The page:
Let me recount another event. It was a Sunday evening in May 1966. I was getting ready to go out with my family when the telephone bell rang. Shirishtai Pai was on the line. She said: "Papa has just slipped and fell down. He is not able to get up.Will you please come and see him?” Shirishtai was my patient for some time for some minor complaint. And her papa was Acharya P.K. Atre. Acharya Atre was very famous for his caustic writings. He edited the Maratha and was a great political force in the Samyukta Maharashtra movement.

I had heard of Acharya Atre - who had not? but had never met him. I rushed to his residence and examined him. It was obvious that he had sustained a fracture of the neck of the femur bone. He was admitted to my clinic for an X-ray.

He needed an operation for his fracture. But many persons, known and unknown, held divergent views. My phone kept ringing all the time Even the then Chief Minister of Maharashtra enquired about his health. Many people kept saying: "Why not consult somebody else? Why not take him to a senior orthopaedic surgeon? Why not at least shift him to a big hospital like the Bombay Hospital?” A very senior orthopaedic surgeon, who had been my teacher, specifically sent a message that I should not treat Acharya Atre but should send the patient to his own Nursing Home. A close friend of Acharya, who was also a senior physician, cautioned me, saying: "Why do you take this responsibility at such a young age? If anything goes wrong, your career will be finished. Better shift him elsewhere". My teacher, the late Dr M.V. Sant, who was also related to Acharya Atre advised me not to operate on him but to treat him conservatively.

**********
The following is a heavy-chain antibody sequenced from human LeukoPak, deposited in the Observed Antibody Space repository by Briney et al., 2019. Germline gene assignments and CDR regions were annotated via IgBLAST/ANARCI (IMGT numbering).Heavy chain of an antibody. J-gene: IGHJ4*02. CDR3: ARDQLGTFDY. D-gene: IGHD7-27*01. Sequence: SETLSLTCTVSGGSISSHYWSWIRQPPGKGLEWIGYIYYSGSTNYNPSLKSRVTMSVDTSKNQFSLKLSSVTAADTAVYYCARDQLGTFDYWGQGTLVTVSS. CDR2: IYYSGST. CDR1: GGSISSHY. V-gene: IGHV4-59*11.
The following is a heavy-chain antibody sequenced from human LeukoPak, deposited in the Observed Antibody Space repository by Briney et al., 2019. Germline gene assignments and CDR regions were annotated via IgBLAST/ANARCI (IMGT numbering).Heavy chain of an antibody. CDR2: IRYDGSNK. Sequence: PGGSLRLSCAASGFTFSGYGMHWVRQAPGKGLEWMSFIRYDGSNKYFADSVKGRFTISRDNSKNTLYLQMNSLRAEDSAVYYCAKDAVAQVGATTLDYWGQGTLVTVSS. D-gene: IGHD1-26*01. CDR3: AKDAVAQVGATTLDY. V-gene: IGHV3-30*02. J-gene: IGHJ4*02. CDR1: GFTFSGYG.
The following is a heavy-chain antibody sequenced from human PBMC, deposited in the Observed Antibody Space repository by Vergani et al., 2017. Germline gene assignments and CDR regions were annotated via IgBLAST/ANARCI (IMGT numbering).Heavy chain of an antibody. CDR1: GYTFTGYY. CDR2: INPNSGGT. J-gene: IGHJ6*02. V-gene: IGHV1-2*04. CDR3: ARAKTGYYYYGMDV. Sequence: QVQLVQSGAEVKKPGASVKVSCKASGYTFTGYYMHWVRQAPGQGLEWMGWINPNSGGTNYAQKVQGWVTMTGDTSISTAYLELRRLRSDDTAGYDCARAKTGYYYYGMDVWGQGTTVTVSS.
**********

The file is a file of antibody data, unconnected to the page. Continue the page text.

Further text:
I was working on Acharya Atre's case, but left the decision on whether I should operate on him or not to him and his relatives. But Acharya Atre was firm. He said in no uncertain terms: "I do not want to be shifted anywhere. Whatever Dr B does is okay with me". This was the beginning of our long association which lasted till Mr Atre's death. Meanwhile he recovered fully after the operation and was active again in social and political life. He was to face other health problems in his later life. I was always consulted. I became a family member and operated on his wife Sudhatai and other members of his family. Our association has been so close that Shririshtai treats me as her brother. It is my good luck that Acharya Atre and his entire family kept their faith in me at such a young age.

Compilation of professional reminiscences of specialists - edited by M.V.Kamath and Dr.Rekha Karmarkar.